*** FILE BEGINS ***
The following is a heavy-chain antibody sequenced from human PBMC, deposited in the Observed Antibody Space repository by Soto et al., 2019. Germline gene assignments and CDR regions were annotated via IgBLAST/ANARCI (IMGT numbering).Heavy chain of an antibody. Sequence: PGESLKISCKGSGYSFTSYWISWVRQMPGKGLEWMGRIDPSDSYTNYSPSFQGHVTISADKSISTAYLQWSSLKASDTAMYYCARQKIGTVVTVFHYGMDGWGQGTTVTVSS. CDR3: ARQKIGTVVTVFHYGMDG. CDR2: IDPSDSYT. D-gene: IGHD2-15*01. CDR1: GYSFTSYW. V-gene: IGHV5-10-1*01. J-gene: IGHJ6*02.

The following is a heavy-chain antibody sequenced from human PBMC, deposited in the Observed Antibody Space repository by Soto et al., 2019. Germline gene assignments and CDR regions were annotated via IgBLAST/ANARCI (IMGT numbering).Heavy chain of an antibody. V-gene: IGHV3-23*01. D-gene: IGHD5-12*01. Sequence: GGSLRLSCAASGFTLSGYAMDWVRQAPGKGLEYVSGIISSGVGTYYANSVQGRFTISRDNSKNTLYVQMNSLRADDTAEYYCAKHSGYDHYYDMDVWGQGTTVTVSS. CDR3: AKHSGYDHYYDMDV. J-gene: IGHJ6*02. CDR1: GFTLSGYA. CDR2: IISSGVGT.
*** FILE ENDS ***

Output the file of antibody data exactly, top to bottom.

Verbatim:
The following is a heavy-chain antibody sequenced from human PBMC, deposited in the Observed Antibody Space repository by Soto et al., 2019. Germline gene assignments and CDR regions were annotated via IgBLAST/ANARCI (IMGT numbering).Heavy chain of an antibody. Sequence: PGESLKISCKGSGYSFTSYWISWVRQMPGKGLEWMGRIDPSDSYTNYSPSFQGHVTISADKSISTAYLQWSSLKASDTAMYYCARQKIGTVVTVFHYGMDGWGQGTTVTVSS. CDR3: ARQKIGTVVTVFHYGMDG. CDR2: IDPSDSYT. D-gene: IGHD2-15*01. CDR1: GYSFTSYW. V-gene: IGHV5-10-1*01. J-gene: IGHJ6*02.

The following is a heavy-chain antibody sequenced from human PBMC, deposited in the Observed Antibody Space repository by Soto et al., 2019. Germline gene assignments and CDR regions were annotated via IgBLAST/ANARCI (IMGT numbering).Heavy chain of an antibody. V-gene: IGHV3-23*01. D-gene: IGHD5-12*01. Sequence: GGSLRLSCAASGFTLSGYAMDWVRQAPGKGLEYVSGIISSGVGTYYANSVQGRFTISRDNSKNTLYVQMNSLRADDTAEYYCAKHSGYDHYYDMDVWGQGTTVTVSS. CDR3: AKHSGYDHYYDMDV. J-gene: IGHJ6*02. CDR1: GFTLSGYA. CDR2: IISSGVGT.